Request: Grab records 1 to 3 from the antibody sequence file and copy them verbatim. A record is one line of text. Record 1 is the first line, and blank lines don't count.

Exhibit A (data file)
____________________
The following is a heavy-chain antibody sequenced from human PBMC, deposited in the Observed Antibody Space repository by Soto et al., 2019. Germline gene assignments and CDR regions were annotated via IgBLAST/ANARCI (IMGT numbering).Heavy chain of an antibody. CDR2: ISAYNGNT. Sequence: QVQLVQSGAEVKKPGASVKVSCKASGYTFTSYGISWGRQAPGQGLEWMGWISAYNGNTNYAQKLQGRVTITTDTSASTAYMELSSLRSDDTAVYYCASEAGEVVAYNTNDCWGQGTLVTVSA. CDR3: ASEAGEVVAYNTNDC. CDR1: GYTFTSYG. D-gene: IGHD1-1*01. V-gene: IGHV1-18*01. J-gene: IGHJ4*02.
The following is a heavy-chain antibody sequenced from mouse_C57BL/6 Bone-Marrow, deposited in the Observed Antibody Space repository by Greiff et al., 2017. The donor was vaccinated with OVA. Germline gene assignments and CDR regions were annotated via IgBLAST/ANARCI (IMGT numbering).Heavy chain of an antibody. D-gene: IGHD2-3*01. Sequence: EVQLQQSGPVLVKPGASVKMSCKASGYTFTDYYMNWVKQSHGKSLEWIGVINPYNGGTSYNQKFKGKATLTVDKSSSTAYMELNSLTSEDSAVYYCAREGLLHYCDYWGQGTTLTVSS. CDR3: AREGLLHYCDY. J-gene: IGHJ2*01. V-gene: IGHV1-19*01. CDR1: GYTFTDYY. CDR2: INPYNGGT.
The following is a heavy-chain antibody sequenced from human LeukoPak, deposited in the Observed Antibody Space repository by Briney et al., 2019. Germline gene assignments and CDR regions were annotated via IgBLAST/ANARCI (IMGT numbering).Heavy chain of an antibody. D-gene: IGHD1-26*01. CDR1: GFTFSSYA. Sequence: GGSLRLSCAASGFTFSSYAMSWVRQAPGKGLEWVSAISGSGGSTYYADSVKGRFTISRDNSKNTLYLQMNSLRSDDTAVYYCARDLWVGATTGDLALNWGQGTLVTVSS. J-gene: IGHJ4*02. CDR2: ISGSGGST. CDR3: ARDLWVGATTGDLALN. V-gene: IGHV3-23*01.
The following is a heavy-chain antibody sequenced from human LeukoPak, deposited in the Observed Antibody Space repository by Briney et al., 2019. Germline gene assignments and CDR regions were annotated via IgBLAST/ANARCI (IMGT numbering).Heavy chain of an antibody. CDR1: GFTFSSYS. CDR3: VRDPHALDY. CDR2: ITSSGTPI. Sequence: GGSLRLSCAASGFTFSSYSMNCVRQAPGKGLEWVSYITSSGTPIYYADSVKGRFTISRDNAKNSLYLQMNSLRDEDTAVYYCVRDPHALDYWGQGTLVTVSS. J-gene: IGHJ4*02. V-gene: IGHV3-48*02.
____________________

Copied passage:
The following is a heavy-chain antibody sequenced from human PBMC, deposited in the Observed Antibody Space repository by Soto et al., 2019. Germline gene assignments and CDR regions were annotated via IgBLAST/ANARCI (IMGT numbering).Heavy chain of an antibody. CDR2: ISAYNGNT. Sequence: QVQLVQSGAEVKKPGASVKVSCKASGYTFTSYGISWGRQAPGQGLEWMGWISAYNGNTNYAQKLQGRVTITTDTSASTAYMELSSLRSDDTAVYYCASEAGEVVAYNTNDCWGQGTLVTVSA. CDR3: ASEAGEVVAYNTNDC. CDR1: GYTFTSYG. D-gene: IGHD1-1*01. V-gene: IGHV1-18*01. J-gene: IGHJ4*02.
The following is a heavy-chain antibody sequenced from mouse_C57BL/6 Bone-Marrow, deposited in the Observed Antibody Space repository by Greiff et al., 2017. The donor was vaccinated with OVA. Germline gene assignments and CDR regions were annotated via IgBLAST/ANARCI (IMGT numbering).Heavy chain of an antibody. D-gene: IGHD2-3*01. Sequence: EVQLQQSGPVLVKPGASVKMSCKASGYTFTDYYMNWVKQSHGKSLEWIGVINPYNGGTSYNQKFKGKATLTVDKSSSTAYMELNSLTSEDSAVYYCAREGLLHYCDYWGQGTTLTVSS. CDR3: AREGLLHYCDY. J-gene: IGHJ2*01. V-gene: IGHV1-19*01. CDR1: GYTFTDYY. CDR2: INPYNGGT.
The following is a heavy-chain antibody sequenced from human LeukoPak, deposited in the Observed Antibody Space repository by Briney et al., 2019. Germline gene assignments and CDR regions were annotated via IgBLAST/ANARCI (IMGT numbering).Heavy chain of an antibody. D-gene: IGHD1-26*01. CDR1: GFTFSSYA. Sequence: GGSLRLSCAASGFTFSSYAMSWVRQAPGKGLEWVSAISGSGGSTYYADSVKGRFTISRDNSKNTLYLQMNSLRSDDTAVYYCARDLWVGATTGDLALNWGQGTLVTVSS. J-gene: IGHJ4*02. CDR2: ISGSGGST. CDR3: ARDLWVGATTGDLALN. V-gene: IGHV3-23*01.